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Monday, August 31, 2015

FamilySearch Family Tree Rules for Entering Names

What "rules" or "guidelines" or "conventions" do you use to enter names into your genealogical program or your online family tree?

As many of us know, different cultures have different naming patterns - some with a family name first, or a family name last.  Here in the English speaking United States, we have a first-middle-last name system that usually takes the father's last name as ta child's last name, but not always.  Some children are being named with a mother's - father's last name system, like Smith-Jones.  In historical times, persons may have changed their names to Anglicize them, or to reflect adoption, or for other reasons.  How do we deal with this in our research?

I decided I wanted to see if my naming "rules" were as consistent as possible with the FamilySearch Family Tree.  When I looked at my RootsMagic file, I see first names like "male" or "child" or "unknown," and last names like "Unknown" or "_____" or LNU."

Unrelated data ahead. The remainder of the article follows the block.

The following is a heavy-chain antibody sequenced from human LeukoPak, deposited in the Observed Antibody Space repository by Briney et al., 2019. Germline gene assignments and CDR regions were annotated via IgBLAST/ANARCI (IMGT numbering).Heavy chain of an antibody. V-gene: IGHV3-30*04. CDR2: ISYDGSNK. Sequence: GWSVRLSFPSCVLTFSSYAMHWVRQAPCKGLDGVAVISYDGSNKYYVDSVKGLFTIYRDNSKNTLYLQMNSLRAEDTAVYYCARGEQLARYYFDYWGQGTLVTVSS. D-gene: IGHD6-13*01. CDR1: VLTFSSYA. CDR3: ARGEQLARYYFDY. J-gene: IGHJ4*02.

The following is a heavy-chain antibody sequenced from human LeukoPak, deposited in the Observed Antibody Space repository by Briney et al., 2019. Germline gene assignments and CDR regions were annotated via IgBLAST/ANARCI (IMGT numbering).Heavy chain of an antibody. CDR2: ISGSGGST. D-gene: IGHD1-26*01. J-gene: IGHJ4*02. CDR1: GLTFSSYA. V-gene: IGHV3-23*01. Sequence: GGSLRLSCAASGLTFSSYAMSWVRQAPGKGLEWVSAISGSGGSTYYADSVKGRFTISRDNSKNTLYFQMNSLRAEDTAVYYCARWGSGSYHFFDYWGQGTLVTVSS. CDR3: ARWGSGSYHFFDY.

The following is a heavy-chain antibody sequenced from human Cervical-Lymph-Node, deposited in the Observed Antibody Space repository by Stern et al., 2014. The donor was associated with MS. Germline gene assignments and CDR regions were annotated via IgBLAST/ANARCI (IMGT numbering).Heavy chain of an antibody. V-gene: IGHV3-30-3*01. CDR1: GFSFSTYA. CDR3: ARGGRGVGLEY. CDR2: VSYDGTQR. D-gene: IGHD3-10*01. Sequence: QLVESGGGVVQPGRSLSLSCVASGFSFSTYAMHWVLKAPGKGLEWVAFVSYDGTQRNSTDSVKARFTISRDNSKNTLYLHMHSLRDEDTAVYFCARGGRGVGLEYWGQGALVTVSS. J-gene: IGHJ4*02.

1)  FamilySearch has created a set of Family Tree tutorials at that has a Level One section titled "Reading Tutorial, Rules for Entering Names."

These rules seem pretty reasonable, but I have some problems with them.

2)  I am in the process of eliminating all of the "unknown" first and last names, especially for married females, that have popped up over the years in my database.  What should I replace them with?  There are some choices:

**  The rules above say to name a married female "Mrs. Mary Last" when you know her first name but not her maiden last name,
**  The rules above say to name a married female "Mrs. First Last" when you don't know either name, and her husband's name is "First Last."
**  If the married female's given name is unknown, then name her "Mrs. Last" if her husband's last name is "Last."

**  When the parent's names are known, but a daughter's given name is not known, just use the last name.
**  When the parent's names are known, but a son's given name is not known, just use the last name.